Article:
Read a poem, talk about it, read it again.

Episode 112 October (section 2) - Louise Glück


Connor and Jack revisit Louise Glück after she won the Nobel Prize in Literature, discussing Part 2 of the poem "October." They explore the poem's haunting and brilliant use of repetition, its idea of "balm after violence," and the poem's connection with the myth of Persephone, 9/11, and the current American moment.

Read the poem in its entirety [here](
Read more about Glück [here](

By: Louise Glück

Summer after summer has ended,
balm after violence:
it does me no good
to be good to me now;
violence has changed me.

Daybreak. The low hills shine
ochre and fire, even the fields shine.
I know what I see; sun that could be
the August sun, returning
everything that was taken away—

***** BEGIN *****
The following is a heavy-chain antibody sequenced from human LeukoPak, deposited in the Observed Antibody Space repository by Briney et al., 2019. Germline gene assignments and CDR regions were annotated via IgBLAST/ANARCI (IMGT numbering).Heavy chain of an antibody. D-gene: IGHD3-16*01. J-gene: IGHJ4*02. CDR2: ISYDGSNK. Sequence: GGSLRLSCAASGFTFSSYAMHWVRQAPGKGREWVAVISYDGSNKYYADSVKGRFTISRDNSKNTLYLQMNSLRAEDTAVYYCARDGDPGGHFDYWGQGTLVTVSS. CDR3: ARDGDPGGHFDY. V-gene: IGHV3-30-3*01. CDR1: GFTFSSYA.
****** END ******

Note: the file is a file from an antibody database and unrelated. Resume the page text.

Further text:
You hear this voice? This is my mind’s voice;
you can’t touch my body now.
It has changed once, it has hardened,
don’t ask it to respond again.

A day like a day in summer.
Exceptionally still. The long shadows of the maples
nearly mauve on the gravel paths.
And in the evening, warmth. Night like a night in summer.

It does me no good; violence has changed me.
My body has grown cold like the stripped fields;
now there is only my mind, cautious and wary,
with the sense it is being tested.

Once more, the sun rises as it rose in summer;
bounty, balm after violence.
Balm after the leaves have changed, after the fields
have been harvested and turned.

Tell me this is the future,
I won’t believe you.
Tell me I’m living,
I won’t believe you.
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